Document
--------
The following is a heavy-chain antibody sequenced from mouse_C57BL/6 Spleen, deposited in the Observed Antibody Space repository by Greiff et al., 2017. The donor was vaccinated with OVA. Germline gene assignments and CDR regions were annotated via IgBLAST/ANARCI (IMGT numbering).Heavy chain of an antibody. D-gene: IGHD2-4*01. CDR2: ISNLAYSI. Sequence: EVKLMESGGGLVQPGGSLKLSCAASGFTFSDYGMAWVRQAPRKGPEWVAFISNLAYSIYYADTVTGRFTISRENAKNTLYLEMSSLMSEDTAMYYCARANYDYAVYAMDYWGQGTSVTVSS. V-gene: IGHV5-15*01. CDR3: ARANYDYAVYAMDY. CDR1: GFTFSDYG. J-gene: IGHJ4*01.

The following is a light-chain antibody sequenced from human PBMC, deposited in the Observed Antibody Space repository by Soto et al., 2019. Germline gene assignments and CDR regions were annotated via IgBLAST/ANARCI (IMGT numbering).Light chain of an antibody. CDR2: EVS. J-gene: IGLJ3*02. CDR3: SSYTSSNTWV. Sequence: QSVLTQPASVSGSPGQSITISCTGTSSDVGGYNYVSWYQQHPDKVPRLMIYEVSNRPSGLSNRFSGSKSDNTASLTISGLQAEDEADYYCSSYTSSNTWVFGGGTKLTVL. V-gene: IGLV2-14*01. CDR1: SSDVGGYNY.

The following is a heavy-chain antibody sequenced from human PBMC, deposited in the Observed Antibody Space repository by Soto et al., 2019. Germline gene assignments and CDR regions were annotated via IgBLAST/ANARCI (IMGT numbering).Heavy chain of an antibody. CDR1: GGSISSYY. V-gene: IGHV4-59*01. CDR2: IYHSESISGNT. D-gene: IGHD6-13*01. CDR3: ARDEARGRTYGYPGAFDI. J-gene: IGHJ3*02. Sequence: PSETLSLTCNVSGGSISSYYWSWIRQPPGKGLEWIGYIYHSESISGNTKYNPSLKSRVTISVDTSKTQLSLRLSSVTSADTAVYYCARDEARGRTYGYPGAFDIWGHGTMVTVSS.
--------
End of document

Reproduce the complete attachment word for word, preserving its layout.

The following is a heavy-chain antibody sequenced from mouse_C57BL/6 Spleen, deposited in the Observed Antibody Space repository by Greiff et al., 2017. The donor was vaccinated with OVA. Germline gene assignments and CDR regions were annotated via IgBLAST/ANARCI (IMGT numbering).Heavy chain of an antibody. D-gene: IGHD2-4*01. CDR2: ISNLAYSI. Sequence: EVKLMESGGGLVQPGGSLKLSCAASGFTFSDYGMAWVRQAPRKGPEWVAFISNLAYSIYYADTVTGRFTISRENAKNTLYLEMSSLMSEDTAMYYCARANYDYAVYAMDYWGQGTSVTVSS. V-gene: IGHV5-15*01. CDR3: ARANYDYAVYAMDY. CDR1: GFTFSDYG. J-gene: IGHJ4*01.

The following is a light-chain antibody sequenced from human PBMC, deposited in the Observed Antibody Space repository by Soto et al., 2019. Germline gene assignments and CDR regions were annotated via IgBLAST/ANARCI (IMGT numbering).Light chain of an antibody. CDR2: EVS. J-gene: IGLJ3*02. CDR3: SSYTSSNTWV. Sequence: QSVLTQPASVSGSPGQSITISCTGTSSDVGGYNYVSWYQQHPDKVPRLMIYEVSNRPSGLSNRFSGSKSDNTASLTISGLQAEDEADYYCSSYTSSNTWVFGGGTKLTVL. V-gene: IGLV2-14*01. CDR1: SSDVGGYNY.

The following is a heavy-chain antibody sequenced from human PBMC, deposited in the Observed Antibody Space repository by Soto et al., 2019. Germline gene assignments and CDR regions were annotated via IgBLAST/ANARCI (IMGT numbering).Heavy chain of an antibody. CDR1: GGSISSYY. V-gene: IGHV4-59*01. CDR2: IYHSESISGNT. D-gene: IGHD6-13*01. CDR3: ARDEARGRTYGYPGAFDI. J-gene: IGHJ3*02. Sequence: PSETLSLTCNVSGGSISSYYWSWIRQPPGKGLEWIGYIYHSESISGNTKYNPSLKSRVTISVDTSKTQLSLRLSSVTSADTAVYYCARDEARGRTYGYPGAFDIWGHGTMVTVSS.